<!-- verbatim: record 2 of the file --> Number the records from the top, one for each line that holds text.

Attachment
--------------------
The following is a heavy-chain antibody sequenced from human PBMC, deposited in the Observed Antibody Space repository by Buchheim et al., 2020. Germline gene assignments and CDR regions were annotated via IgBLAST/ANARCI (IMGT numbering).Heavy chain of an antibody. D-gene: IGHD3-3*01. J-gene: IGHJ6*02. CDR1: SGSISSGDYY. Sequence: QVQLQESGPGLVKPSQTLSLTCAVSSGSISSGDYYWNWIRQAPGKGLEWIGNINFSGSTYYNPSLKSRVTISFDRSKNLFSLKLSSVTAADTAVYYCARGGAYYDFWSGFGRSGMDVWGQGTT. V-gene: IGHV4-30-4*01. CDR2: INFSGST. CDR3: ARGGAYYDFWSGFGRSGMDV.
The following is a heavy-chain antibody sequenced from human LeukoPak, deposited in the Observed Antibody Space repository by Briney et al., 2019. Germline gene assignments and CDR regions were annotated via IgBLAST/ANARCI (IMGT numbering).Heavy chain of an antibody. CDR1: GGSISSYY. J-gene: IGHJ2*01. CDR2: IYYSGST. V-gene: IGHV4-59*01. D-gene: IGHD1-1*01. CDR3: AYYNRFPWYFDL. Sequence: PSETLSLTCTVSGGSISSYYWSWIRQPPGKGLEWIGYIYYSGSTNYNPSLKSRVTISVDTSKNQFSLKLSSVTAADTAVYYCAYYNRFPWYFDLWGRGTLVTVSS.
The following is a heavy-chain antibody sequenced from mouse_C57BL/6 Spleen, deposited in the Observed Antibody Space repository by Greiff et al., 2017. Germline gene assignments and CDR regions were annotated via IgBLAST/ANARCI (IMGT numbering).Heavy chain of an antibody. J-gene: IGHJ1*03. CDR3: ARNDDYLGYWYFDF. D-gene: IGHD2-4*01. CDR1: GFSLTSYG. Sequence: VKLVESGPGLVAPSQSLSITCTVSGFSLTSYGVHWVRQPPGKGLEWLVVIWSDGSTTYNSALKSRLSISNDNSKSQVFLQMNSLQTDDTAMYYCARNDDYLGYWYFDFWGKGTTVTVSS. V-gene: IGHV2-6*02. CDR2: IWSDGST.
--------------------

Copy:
The following is a heavy-chain antibody sequenced from human LeukoPak, deposited in the Observed Antibody Space repository by Briney et al., 2019. Germline gene assignments and CDR regions were annotated via IgBLAST/ANARCI (IMGT numbering).Heavy chain of an antibody. CDR1: GGSISSYY. J-gene: IGHJ2*01. CDR2: IYYSGST. V-gene: IGHV4-59*01. D-gene: IGHD1-1*01. CDR3: AYYNRFPWYFDL. Sequence: PSETLSLTCTVSGGSISSYYWSWIRQPPGKGLEWIGYIYYSGSTNYNPSLKSRVTISVDTSKNQFSLKLSSVTAADTAVYYCAYYNRFPWYFDLWGRGTLVTVSS.